THOUGHT CRIMES: THE CASE OF THE CANNIBAL COP review
I watched an HBO documentary called Thought Crimes: The Case of the Cannibal Cop. It’s a bizarre case of a clearly not-right in the head (former) cop who started going on dark fetish sites to share intricate fantasies about abducting, raping and cannibalizing women.
Because he was a cop, he used the confidential crime/government database to drum up info on the women. And he posted pictures of the women on the site for his psycho-buddies to share the fantasy. The would-be victims were all women he knew from life: college and high school friends — and even his own wife. Like I said, completely not-right in the head. He was convicted of improperly using police equipment and a conspiracy charge (he was writing this stuff in conjunction as a share-crime with two other sociopaths), but it was overturned because — in legal terms — there was no victim or crime committed. Hence the title’s tag of being a “thought crime”.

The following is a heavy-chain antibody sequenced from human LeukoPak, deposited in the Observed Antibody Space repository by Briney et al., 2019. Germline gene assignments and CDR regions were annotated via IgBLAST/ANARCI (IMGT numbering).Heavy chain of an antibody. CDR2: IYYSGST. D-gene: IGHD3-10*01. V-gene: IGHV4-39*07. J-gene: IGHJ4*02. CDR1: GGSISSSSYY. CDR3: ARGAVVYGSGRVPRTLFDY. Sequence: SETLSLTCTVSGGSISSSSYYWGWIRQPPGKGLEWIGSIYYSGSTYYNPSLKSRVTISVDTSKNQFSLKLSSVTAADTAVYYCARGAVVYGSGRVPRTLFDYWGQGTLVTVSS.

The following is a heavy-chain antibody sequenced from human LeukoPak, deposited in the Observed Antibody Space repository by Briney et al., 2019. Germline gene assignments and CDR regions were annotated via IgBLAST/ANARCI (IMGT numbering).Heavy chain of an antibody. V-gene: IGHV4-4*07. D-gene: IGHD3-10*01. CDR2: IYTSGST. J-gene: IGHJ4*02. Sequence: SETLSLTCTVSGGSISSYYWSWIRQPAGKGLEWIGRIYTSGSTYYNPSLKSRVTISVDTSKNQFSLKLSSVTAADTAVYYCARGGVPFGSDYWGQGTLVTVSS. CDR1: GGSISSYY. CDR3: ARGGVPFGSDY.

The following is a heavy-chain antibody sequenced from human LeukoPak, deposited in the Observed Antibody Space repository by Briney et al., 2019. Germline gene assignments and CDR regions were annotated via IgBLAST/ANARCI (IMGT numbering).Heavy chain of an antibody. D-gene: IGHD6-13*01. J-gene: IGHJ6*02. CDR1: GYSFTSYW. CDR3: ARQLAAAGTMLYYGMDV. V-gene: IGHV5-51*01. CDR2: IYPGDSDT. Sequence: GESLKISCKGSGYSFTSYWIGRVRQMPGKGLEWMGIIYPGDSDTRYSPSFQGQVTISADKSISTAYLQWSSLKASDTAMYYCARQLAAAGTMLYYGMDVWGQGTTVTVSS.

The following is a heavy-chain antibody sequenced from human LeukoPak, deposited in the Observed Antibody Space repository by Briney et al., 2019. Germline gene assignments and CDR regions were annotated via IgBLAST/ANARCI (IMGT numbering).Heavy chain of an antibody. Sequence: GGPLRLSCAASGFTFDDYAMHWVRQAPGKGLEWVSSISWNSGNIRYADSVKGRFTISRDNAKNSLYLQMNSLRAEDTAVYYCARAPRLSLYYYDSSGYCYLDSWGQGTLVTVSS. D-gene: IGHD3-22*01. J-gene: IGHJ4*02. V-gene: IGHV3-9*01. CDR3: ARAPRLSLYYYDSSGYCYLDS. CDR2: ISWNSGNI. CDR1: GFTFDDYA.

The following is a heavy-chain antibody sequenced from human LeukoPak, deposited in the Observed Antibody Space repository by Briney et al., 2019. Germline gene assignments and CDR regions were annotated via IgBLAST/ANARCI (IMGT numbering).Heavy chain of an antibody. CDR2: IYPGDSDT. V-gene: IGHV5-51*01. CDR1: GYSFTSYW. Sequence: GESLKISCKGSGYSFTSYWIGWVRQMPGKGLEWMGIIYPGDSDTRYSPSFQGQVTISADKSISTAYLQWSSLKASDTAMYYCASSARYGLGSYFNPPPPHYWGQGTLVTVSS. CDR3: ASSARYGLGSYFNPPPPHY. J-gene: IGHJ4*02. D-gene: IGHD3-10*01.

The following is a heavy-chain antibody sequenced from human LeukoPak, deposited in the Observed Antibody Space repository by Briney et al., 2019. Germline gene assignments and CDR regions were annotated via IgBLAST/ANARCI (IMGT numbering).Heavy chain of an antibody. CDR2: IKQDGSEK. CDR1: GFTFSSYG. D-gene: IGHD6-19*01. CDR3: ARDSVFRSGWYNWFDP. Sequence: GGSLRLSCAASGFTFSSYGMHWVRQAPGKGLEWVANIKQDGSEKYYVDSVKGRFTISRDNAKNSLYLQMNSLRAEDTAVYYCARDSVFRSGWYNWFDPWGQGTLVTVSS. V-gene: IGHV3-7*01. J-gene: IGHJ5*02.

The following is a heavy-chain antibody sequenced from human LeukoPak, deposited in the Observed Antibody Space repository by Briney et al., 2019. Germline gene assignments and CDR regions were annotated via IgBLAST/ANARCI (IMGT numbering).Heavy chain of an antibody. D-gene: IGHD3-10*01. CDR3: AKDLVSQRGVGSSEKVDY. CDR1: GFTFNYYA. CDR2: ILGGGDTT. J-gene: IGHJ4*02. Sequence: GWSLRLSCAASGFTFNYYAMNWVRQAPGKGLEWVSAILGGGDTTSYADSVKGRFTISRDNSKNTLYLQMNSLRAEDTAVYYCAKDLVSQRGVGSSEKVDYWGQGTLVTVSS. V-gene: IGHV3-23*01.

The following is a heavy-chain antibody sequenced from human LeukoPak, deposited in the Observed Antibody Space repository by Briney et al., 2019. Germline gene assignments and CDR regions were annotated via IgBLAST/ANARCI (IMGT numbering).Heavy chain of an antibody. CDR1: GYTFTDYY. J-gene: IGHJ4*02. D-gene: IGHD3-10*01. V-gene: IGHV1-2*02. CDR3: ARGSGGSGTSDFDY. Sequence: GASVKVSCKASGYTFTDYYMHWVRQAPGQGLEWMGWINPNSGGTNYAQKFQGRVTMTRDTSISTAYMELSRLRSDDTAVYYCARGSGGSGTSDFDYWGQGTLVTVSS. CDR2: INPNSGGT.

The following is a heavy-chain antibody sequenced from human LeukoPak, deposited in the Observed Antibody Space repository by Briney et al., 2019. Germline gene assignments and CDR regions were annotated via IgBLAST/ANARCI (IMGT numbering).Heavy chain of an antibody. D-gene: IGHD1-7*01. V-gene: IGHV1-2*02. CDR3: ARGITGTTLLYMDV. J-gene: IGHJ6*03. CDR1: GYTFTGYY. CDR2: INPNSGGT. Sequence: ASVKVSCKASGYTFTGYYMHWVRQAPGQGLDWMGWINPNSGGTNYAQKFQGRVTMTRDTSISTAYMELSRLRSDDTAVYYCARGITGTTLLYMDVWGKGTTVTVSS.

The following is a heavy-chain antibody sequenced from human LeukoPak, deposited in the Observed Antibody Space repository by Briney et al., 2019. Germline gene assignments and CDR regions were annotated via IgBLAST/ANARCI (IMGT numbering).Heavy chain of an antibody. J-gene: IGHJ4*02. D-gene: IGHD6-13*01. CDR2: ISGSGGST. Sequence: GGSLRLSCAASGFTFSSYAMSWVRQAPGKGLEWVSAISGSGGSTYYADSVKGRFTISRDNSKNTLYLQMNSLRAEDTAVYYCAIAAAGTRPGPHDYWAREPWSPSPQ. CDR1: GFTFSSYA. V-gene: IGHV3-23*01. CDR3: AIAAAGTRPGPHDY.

Each legal expert they interviewed made a good point, which basically bounced from (point) this guy was premeditating some pretty sick shit and needs to be off the street to (counter-point) can the government use a fantasy (as ugly and twisted as it is) to convict you of a crime that hasn’t been committed yet. Not really easy stuff to answer over a glass of iced tea and some buffalo wing flavored chips.
The only part of the documentary that sucked was the filmmakers would show Buddy the Psycho Cop eating or cooking as much as possible. Yes, guys, we get it: he fantasized about eating people and here’s a shot of him eating bacon. Or a Cuban sandwich. Or making his mom a pretty decent omelet. Brilliant subtlety.